Cheating and Plagiarism
Do you remember how you may have cheat-ed in school? Let’s see if I can guess... you wrote the answers on a out-of-view part of your body like your ankle or palm; you put together a “cheat sheet” that you could pull in and out of your sleeve; or maybe you passed notes or looked onto someone else’s work to get the answer you were looking for. Like just about everything else, cheating has also gone high-tech. As a middle school counselor in the 1990’s, I remember my first glimpse of this when kids would bring pagers to school. Others students could page them with numbers corresponding to the test questions and answers. Looking back, that seems archaic now as compared to cheating techniques that take advantage of more capable and sophisticated technologies.
The student uses his or her cellphone to text message the questions from the exam to a friend inside the classroom or outside the testing room. The friend then looks up the answers and sends them back. The student’s phone is in silent mode the entire time. Also, the student can enlist a friend enrolled in an earlier section of the same class to take a picture of the exam using a cellphone. The student has time to transfer that photo onto a computer, enlarge it and have all the answers before taking the test.1
A student must write a paper in a foreign language such as Spanish or French. What should require significant work over several hours is a breeze and can be accomplished in minutes with the help of online language translation services such as Google Language Tools (http://www.google.com/language_tools) or AltaVista Babel Fish Translation (http://babelfish.altavista.com/). The student simply writes the paper in English, pastes it into the translator and then replaces his/her original paper with the results. It may not be perfect although a quick grade of “C” may be better than an earned “A.” Other online tools exist to help in various school subjects. For instance, Google also allows users to solve complex mathematical expressions, conversions, and lookup dictionary definitions to name a few (see http://www.google.com/help/features.html). Another website, Math.com includes a variety of tools to help with equations, graphs, inequalities, calculus and more. Cliffs Notes, guides that present and explain literary and other works in pamphlet form are now available online (and for free!; http://www.cliffsnotes.com/).
Some students use handheld computers, calculators with memories, iPods, mp3 players and other gadgets to store formulas, dates, spelling words, and other data likely needed during a test or other learning/assessment activity. The data can be transmitted via infrared or Bluetooth wireless networks to others in the class or even down the hall, through concrete walls. These gadgets are small and may be perceived by adults to be used for purposes other than cheating.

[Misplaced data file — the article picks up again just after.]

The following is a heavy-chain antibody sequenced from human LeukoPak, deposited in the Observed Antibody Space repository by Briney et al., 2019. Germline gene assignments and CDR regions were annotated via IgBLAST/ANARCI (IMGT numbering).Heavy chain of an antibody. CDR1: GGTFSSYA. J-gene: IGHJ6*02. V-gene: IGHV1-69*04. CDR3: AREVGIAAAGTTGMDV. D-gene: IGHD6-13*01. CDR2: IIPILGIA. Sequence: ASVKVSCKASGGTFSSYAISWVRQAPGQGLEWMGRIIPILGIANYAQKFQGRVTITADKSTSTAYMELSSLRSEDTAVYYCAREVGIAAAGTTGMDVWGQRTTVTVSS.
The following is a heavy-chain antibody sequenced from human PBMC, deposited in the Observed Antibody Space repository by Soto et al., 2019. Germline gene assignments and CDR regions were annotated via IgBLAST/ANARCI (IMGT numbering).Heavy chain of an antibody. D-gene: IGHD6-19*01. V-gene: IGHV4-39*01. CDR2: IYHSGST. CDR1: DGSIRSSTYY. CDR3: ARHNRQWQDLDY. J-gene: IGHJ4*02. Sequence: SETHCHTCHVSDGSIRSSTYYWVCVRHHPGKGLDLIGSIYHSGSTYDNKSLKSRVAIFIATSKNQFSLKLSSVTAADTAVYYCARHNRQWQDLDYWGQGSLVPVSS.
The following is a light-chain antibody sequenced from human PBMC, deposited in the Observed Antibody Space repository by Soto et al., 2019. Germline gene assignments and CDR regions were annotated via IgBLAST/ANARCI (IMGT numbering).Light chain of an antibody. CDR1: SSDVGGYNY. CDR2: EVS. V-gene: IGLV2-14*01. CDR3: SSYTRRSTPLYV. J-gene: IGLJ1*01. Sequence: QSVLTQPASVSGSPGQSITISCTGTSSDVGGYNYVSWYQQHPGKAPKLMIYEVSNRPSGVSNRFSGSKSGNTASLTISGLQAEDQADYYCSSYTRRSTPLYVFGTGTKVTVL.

A 15 year old student got stumped on a summer reading assignment and went to a website (http://www.sparknotes.com) for help. She used its primer to complete the assignment, but never cited the source of the information. Like dozens of other English honors students at her school, she failed the assignment and was accused of plagiarism by her teacher. The alleged plagiarism also highlights the struggle by teachers to keep up with tech-savvy cheaters in the digital age, when term papers can be bought online and the right answer is usually just a mouse click away. 2
Plagiarism is probably the most misunderstood no-no in the school rulebook. Ask kids what plagiarism means and they usually rattle off “you can’t copy right off the Internet or out of a book without identifying the source.” When pressed about what exactly that means – like can you copy a sentence, a phrase or a word – most act rather astonished. They have never stopped to think about it and it usually leads to a rather uncomfortable silence. Yet, the consequences of plagiarism can include diminished academic achievement, failing grades, and – in college – being expelled or dismissed from school. So what does plagiarism really mean? 3
Plagiarism – the attempt to pass off the ideas, research, theories, or words of others as one’s own – is a serious academic offense. Most students know when they are intentionally plagiarizing, for example copying an entire essay out of a book or buying a paper off the Internet. Enterprising students can find papers on everything from euthanasia and terrorism to master’s-level term papers on biophysics and Shakespeare. Some students lift entire passages from online sites such as http://www.123helpme.com and http://www.CheatHouse.com, where term papers and school projects can be downloaded and copied. According to the Center for Academic Integrity (http://www.academicintegrity.org/), 41% of students admit to “cut and paste” plagiarism and 50% admit to some level of plagiarism from the Internet.
Many kids who plagiarize do so accidentally by not giving proper credit for others’ quotes, facts, ideas, or data. Intentional or not, they must still face serious consequences nonetheless. We need to educate our children so that they can save themselves from a great deal of high-tech trouble while respecting the intellectual property rights of others.
There exists a great deal of tips, resources and handouts that you may find helpful in teaching children about the nature of plagiarism (and how to avoid it). Here are a few carefully reviewed websites to help get you started:
- Avoiding Plagiarism from the Purdue OWL http://owl.english.purdue.edu/owl/resource/589/03/
- How to Avoid Plagiarism from the College Board http://www.collegeboard.com/student/plan/college-success/10314.html
- Turnitin Research Resources http://www.turnitin.com/research_site/e_home.html
- McGill University Student guide to avoid plagiarism http://www.mcgill.ca/integrity/studentguide/
- Prentice Hall: Understanding Plagiarism http://tinyurl.com/2tpp7r